Software outages still disrupting medical cannabis sales across Maryland

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Metrc, the software that Maryland uses to track cannabis purchases at dispensaries across the state, temporarily stopped working Thursday afternoon and again on Friday, leaving retailers unable to transact and patients incapable of purchasing prescribed marijuana and other cannabis products.

The Thursday outage lasted between 30 minutes and two hours, according to accounts from employees and operators of local dispensaries. Two dispensary operators also said Friday afternoon that the system was down once again, spelling the fourth day of software-related hiccups for Maryland’s cannabis industry in eight days. Metrc had also stopped working for hours at a time last Friday and Saturday.

Jennifer White, a spokeswoman for the Maryland Medical Cannabis Commission, which regulates the state’s medical marijuana industry, confirmed the Thursday outage on Friday morning.

Metrc, a cannabis inventory-tracking platform used in numerous states that have legalized medical and recreational marijuana, keep records of cannabis inventory and patient limits for purchases. A patient in Maryland receives a maximum threshold from his or her certified doctor or provider for how much flower, concentrates and other items they can buy every 30 days.

Jackie Colaway, owner of Pure Life Wellness on E. Cross Street in Federal Hill, said the Thursday outage “prevented us from doing sales for probably a half-hour or an hour.”

“When you can’t complete sales, patients can’t get their medicine,” Colaway said.

An employee at another Baltimore-area dispensary who asked to remain anonymous said the system was “down hard” for about 45 minutes on Thursday, and then would “slowly trickle back” to allow checks of patients’ limits every five minutes or so. The problems persisted for two hours at that dispensary, the employee said, causing a line to build up and at least 40 patients to be turned away.

The dispensary lost between $5,000 and $10,000 in revenue as a result, the employee said.

Multiple dispensaries said they were unsure what caused the latest shutdowns. The issues with Metrc last Friday and Saturday were tied to a function—since suspended—that had allowed patients to log on to the system on their own to check how close they were to reaching their prescribed limits.

“It was slowing down the system,” White explained Tuesday, comparing it to how Ticketmaster can become overwhelmed with user traffic right when tickets for popular shows go on sale.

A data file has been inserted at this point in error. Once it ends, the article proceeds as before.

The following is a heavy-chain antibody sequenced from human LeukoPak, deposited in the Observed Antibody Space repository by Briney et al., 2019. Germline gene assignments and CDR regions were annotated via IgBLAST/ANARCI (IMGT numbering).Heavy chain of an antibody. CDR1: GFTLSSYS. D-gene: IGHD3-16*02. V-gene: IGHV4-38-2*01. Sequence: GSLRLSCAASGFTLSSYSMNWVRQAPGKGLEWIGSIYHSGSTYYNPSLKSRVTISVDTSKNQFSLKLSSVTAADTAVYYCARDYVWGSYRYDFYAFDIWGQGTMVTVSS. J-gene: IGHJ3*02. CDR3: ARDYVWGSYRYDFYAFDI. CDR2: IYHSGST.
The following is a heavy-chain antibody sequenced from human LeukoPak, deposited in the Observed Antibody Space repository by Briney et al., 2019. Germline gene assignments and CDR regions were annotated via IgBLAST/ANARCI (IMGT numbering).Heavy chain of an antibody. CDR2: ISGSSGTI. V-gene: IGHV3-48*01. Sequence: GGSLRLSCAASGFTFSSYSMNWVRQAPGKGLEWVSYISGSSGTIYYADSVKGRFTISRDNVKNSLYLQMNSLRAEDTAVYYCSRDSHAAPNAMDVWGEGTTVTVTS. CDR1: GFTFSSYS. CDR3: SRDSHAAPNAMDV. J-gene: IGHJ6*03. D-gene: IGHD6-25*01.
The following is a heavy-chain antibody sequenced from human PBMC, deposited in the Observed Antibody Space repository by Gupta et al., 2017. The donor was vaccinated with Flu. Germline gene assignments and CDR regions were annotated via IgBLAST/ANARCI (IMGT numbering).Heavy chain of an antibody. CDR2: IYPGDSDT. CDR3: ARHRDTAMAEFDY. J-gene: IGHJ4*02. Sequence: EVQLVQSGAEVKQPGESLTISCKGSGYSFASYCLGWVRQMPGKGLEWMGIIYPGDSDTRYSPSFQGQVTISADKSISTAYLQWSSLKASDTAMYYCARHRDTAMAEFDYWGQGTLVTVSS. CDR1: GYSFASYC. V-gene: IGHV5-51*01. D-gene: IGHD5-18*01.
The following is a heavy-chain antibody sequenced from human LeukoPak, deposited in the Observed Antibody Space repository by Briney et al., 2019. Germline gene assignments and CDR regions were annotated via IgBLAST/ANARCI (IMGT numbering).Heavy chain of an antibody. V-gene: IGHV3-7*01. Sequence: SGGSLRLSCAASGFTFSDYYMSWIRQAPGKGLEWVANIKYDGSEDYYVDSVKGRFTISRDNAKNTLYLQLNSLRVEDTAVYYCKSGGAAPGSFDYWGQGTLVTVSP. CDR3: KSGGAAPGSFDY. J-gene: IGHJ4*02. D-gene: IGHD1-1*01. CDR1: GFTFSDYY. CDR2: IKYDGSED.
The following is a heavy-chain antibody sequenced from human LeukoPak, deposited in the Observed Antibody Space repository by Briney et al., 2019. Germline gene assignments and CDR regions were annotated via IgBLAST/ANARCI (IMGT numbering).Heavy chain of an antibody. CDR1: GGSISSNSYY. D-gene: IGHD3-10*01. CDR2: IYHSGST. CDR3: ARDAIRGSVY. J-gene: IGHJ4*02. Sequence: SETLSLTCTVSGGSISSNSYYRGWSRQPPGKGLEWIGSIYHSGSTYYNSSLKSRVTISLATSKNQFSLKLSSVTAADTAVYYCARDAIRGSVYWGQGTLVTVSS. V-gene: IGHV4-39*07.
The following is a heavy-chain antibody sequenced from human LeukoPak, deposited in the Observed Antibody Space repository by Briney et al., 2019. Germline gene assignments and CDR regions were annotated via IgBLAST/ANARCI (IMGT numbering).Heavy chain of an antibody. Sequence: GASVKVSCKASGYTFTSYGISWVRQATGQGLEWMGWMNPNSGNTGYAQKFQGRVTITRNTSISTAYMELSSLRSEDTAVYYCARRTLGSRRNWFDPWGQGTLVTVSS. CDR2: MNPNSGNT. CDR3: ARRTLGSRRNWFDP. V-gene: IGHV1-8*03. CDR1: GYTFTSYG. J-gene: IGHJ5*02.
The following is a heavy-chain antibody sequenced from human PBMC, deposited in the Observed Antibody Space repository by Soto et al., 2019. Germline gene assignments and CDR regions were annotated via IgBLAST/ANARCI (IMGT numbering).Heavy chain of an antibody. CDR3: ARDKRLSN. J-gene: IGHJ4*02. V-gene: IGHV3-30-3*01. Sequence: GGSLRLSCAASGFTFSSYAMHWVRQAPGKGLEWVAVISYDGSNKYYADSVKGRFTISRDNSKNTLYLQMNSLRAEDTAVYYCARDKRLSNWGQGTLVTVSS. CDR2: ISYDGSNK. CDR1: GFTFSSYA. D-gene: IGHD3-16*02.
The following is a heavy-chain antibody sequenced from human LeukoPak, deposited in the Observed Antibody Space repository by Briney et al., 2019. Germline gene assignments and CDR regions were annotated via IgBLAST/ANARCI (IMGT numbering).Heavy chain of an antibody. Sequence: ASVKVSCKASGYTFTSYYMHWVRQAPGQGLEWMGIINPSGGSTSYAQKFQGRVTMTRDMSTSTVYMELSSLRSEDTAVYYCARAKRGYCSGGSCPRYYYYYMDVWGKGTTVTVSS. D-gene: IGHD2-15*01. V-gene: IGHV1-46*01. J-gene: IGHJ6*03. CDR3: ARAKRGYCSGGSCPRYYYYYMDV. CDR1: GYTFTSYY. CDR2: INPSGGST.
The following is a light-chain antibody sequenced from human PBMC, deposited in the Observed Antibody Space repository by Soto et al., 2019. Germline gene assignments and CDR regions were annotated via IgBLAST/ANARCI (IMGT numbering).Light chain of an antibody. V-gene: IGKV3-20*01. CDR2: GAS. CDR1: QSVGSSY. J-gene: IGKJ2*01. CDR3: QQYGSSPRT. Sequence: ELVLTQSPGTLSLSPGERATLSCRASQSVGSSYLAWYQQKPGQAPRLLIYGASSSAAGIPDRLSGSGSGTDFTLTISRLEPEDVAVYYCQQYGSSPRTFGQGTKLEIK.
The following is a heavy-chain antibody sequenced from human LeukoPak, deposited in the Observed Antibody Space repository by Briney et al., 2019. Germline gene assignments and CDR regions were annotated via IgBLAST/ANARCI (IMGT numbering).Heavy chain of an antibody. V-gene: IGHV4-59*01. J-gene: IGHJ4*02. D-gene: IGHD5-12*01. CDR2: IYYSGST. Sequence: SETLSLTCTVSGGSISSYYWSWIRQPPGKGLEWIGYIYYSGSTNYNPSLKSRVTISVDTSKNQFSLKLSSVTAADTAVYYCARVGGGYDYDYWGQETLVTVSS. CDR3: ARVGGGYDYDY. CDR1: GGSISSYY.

But the Thursday outage, while also tied to a technical issue, was unrelated to last week’s problems, White said. No additional information was available about the specific cause.

Metrc has a “temporary fix for it” in place now, “and they’re working on a long-term solution,” she said. “Hopefully it’ll be resolved soon. Obviously it’s problematic, but it’s something that we’re aware of and working hard to correct.”

MMCC Executive Director Joy Strand penned an apology letter published Tuesday after the first two days of glitches, writing, “we recognize the frustration this has caused and we are working very hard to make sure that this does not happen again.”

White also said on Tuesday that Metrc, owned by Florida-based Franwell, is also working on a fix to restore the option for patients to check their limits without overburdening the inventory software. Strand said in her letter that “there is no project release date” for that change.

Stephanie Memon, a patient coordinator at Culta, a dispensary on Key Highway, said Friday that the system is now back up and running like normal.

“It’s super annoying not being able to help patients,” Memon said. “When it goes down like that, there’s nothing we can do.”

This story has been updated.

Ethan McLeod
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Ethan McLeod

Senior Editor at Baltimore Fishbowl
Ethan has been editing and reporting for Baltimore Fishbowl since fall of 2016. His previous stops include Fox 45, CQ Researcher and Connection Newspapers in Northern Virginia. His freelance writing has been featured in Baltimore City Paper, Leafly, DCist and BmoreArt, among other outlets. He enjoys basketball, humid Mid-Atlantic summers and story tips.
Ethan McLeod
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